High throughput screening (HTS) of molecular analytes is in high demand from and implemented in many areas of chemistry, medicine and industrial biotechnology including the discovery of biomarkers and the development of new chemical entities. Despite its prevalence, technical challenges remain in many of the new application areas of HTS which require rapid results from complex mixtures, for example in: screening biotransformations; targeted metabolomics; and in locating drugs and/or metabolites in biological matrices. Common to all of these are lengthy and costly sample preparation stages, involving recovery from cell cultures, extractions followed by low throughput LC-MS/MS methods or specific fluorescence measurements. In the latter the target molecules need to be inherently fluorescent or to include a fluorescent label or tag which can adversely influence a cellular system. Direct infusion mass spectrometry coupled with robotic sample infusion is a viable contender for information rich HTS with sub-second analysis times, and recent developments in ambient ionisation have heralded a new era where screening can be performed on crude cell lysates or even from live cells. Besides commercially available technologies such as RapidFire, Acoustic Mist Ionisation, and the TriVersa ChipMate there are promising new developments from academic groups. Novel applications using desorption electrospray ionisation, microfluidics, rapid LC-separation and ‘one cell’ direct infusion methods offer much potential for increasing throughput from ‘messy’ complex samples and for significantly reducing the amount of material that needs to be analysed. Here we review recent advances in HTS coupled with MS with an emphasis on methods that reduce or remove all sample preparation and will facilitate single cell screening approaches.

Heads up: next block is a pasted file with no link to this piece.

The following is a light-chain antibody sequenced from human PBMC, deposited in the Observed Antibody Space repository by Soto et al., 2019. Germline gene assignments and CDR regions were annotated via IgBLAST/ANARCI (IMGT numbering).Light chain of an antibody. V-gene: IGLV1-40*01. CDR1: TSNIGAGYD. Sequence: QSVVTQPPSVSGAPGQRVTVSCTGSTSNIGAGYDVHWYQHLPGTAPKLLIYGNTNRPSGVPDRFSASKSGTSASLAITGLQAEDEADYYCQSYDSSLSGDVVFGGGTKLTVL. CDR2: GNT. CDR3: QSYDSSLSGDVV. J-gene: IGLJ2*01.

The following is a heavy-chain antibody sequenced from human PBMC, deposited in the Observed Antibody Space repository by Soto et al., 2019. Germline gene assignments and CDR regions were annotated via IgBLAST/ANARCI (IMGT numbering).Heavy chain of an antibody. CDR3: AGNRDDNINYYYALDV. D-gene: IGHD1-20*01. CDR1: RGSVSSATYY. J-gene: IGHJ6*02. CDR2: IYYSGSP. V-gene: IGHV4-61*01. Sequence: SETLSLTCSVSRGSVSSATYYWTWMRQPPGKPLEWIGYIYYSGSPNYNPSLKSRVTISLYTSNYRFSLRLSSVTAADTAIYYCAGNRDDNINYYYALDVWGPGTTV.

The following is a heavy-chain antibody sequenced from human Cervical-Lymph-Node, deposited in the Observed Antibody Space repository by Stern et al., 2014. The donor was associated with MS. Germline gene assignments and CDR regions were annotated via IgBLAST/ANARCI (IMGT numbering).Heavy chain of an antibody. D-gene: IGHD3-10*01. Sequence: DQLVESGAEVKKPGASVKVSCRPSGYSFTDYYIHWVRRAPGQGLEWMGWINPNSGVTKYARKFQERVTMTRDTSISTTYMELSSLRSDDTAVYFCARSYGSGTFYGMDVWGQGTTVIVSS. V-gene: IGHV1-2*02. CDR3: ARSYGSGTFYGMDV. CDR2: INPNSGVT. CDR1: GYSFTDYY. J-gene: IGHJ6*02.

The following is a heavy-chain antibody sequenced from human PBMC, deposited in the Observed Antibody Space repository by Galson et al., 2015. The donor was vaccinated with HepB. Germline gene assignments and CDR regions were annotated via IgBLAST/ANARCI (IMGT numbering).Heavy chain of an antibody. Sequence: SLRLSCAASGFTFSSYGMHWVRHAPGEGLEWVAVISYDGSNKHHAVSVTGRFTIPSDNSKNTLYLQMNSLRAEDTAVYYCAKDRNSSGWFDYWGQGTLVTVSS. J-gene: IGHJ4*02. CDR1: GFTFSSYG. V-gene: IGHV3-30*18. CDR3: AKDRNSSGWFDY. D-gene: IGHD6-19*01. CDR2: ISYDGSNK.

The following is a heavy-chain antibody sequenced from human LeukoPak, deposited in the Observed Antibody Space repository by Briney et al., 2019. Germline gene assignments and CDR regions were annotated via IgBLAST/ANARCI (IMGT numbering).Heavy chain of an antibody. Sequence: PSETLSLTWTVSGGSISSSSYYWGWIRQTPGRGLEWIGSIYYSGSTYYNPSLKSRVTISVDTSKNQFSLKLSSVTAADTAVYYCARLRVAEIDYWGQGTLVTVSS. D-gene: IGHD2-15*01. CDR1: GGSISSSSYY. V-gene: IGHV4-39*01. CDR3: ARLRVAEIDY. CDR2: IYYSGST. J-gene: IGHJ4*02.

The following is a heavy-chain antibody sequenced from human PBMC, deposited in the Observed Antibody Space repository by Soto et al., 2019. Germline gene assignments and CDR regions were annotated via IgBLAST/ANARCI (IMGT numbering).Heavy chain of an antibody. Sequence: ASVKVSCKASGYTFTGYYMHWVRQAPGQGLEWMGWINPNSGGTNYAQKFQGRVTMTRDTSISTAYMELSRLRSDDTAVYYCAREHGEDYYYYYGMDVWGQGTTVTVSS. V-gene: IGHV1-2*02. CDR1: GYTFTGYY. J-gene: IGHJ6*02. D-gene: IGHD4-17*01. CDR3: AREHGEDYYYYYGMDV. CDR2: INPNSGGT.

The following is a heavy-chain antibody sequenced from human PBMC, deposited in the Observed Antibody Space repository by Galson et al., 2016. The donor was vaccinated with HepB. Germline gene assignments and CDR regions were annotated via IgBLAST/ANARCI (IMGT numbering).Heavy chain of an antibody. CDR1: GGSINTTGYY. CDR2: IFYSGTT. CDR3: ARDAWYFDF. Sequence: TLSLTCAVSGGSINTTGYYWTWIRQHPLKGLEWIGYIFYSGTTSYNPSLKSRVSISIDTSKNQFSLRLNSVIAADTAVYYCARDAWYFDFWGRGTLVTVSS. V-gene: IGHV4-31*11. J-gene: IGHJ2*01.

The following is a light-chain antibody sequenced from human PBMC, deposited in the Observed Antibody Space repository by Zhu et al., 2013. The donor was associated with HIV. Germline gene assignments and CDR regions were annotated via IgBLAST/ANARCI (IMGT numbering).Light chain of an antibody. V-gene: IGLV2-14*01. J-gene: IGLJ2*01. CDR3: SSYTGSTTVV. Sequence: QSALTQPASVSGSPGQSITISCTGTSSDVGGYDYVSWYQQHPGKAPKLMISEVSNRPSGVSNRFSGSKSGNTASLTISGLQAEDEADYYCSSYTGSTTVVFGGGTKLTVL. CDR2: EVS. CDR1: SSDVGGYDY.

Emily E. Kempa a, Katherine A. Hollywood b, Clive A. Smith c and Perdita E. Barran *ab
aMichael Barber Centre for Collaborative Mass Spectrometry, Manchester Institute of Biotechnology, The University of Manchester, Manchester, M1 7DN, UK. E-mail: Perdita.Barran@Manchester.ac.uk
bManchester Centre for Synthetic Biology of Fine and Speciality Chemicals (SYNBIOCHEM), Manchester Institute of Biotechnology, The University of Manchester, Manchester M1 7DN, UK
cSphere Fluidics Limited, The Jonas-Webb Building, Babraham Research Campus, Babraham, Cambridge, CB22 3AT, UK